Yes. If you do not have some or all of the things on the list above you might want to use your best judgement in order to be prepared for any situation without making your car more cluttered than your average garden shed! For many countries, snow is a rare occurrence anyway so I wouldn't suggest having all of the stuff in your car all of the time.
Things to Bear in Mind
Also before you leave, you can bear these things in mind:
Know Your Car - Do you know where your drive wheels are? If you open your bonnet and see that your engine is mounted parallel to the front axle, you probably have a front wheel drive car. If it is mounted perpendicular, it is probably rear wheel drive.
Note that some cars, such as most pickup trucks, SUVs and cars advertised as "quattro" are actually four (or all) wheel drive. This means that all your wheels are able to help pull the car out of the snow.
Take your car for a short drive on the motorway - If you notice any wobble or unusual vibration then there is probably snow packed into your wheels which can cause an imbalance. To fix this, pull over when it is safe and convenient and knock the snow out of the wheels by hand (with your gloves on).
Be Prepared - A motto from the scouts that certainly holds true here. Keep some of the things listed above in the boot of the car in winter months. One or more of these items can help significantly reduce the amount of time and effort needed to free a stuck car from snow and ice. Some snacks would be a wise addition to such supplies for the times that require a prolonged waiting period of time for help to arrive (not just in snow, but for breakdowns as well).
Winter Tires - If you drive in an area that experiences really severe winter (as opposed to the occasional snowfall like you get once a year in England if your lucky!), consider installing snow or winter tires for the winter months. All-season tires are not nearly as effective in handling snow, mud or similar such surfaces.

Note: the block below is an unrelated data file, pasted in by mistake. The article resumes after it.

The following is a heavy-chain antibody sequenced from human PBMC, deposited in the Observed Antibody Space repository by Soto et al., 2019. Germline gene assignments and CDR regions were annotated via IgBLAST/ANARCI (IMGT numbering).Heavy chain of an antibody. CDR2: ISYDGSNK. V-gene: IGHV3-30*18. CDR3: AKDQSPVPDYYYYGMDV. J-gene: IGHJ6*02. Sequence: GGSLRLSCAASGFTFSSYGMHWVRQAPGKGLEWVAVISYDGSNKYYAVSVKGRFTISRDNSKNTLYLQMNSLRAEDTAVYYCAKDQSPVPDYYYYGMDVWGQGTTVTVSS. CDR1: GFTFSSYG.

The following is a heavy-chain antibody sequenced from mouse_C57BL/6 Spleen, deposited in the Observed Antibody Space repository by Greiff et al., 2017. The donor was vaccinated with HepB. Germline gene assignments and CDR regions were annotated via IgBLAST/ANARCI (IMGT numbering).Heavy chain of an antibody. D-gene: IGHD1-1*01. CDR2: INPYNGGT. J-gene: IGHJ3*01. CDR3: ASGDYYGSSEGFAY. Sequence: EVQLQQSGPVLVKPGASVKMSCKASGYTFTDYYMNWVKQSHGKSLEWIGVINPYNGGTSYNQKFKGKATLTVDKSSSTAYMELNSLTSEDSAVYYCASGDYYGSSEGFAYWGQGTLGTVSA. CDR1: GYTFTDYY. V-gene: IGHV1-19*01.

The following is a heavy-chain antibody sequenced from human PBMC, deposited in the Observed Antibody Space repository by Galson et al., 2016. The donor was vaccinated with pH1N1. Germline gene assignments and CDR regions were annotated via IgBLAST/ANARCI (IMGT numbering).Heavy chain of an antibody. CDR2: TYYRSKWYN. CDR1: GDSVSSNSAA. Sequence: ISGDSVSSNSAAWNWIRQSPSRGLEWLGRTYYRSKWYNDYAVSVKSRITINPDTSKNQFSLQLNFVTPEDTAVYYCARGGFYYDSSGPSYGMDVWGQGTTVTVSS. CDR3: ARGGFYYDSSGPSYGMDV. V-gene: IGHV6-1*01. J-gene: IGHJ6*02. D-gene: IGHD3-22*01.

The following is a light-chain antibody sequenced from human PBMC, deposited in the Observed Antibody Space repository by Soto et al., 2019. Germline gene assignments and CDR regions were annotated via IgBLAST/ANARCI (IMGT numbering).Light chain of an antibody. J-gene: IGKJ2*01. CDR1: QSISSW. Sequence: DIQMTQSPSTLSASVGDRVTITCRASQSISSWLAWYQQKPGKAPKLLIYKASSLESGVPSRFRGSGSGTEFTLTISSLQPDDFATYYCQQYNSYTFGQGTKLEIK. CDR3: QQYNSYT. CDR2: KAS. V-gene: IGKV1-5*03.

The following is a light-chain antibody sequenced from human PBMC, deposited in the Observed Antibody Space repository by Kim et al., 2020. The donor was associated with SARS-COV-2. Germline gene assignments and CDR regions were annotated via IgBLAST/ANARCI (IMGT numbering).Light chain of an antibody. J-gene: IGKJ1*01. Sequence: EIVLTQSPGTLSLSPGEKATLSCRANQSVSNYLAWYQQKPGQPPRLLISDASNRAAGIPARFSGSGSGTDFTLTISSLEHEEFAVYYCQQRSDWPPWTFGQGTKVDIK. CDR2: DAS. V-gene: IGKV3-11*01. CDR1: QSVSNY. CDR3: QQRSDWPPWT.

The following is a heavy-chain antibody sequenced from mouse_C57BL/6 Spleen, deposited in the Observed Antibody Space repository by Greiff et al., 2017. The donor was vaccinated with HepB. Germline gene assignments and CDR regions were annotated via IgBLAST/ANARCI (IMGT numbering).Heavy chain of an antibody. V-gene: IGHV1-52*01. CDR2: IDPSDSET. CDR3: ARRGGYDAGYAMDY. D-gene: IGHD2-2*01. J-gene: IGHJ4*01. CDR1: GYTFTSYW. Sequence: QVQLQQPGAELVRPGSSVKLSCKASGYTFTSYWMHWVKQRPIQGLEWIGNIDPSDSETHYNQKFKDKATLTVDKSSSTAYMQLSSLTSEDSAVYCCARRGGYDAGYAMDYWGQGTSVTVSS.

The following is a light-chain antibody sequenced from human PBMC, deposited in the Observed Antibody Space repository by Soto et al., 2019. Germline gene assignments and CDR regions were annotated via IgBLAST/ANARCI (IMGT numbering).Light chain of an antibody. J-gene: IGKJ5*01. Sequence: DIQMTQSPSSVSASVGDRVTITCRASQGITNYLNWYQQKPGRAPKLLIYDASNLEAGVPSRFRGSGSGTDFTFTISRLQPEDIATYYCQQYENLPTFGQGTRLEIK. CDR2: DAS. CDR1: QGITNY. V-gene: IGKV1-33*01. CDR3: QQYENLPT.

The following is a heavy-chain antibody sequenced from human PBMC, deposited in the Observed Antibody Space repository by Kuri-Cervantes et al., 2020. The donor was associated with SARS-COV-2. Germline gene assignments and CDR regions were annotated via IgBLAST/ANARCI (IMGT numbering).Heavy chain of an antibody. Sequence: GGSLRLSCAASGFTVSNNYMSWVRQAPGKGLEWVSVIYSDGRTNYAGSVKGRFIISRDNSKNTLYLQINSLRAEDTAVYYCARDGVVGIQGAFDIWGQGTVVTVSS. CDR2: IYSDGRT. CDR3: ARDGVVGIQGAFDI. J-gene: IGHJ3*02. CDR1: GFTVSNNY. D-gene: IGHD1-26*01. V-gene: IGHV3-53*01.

Be Resourceful - If you haven't got a plank of wood or sheet of metal to increase traction, go and find some sticks or pebbles nearby to use for the same purpose of increasing traction.
When You Break Free - If you're moving forward when you break free, continue to drive at a steady pace, aiming for somewhere with less snow where you can safely stop, or get back on to the road. If you have broken free and are traveling in reverse, continue for a couple meters, then let go of the accelerator, allowing the snow to stop the car. Gently accelerate forward in the same tracks you just made with enough speed to break through the original spot. Don't go too slowly or you'll be back where you started!
Radiator Air Flow - If you have snow packed in the front of the grille from a snowbank be sure and clear it out before you drive the car too far. It will cause overheating if the air flow is blocked. Overheating can do terrible things to the engine so this is an important one.
I would love to hear any other suggestions that you may have to help everyone avoid the snow!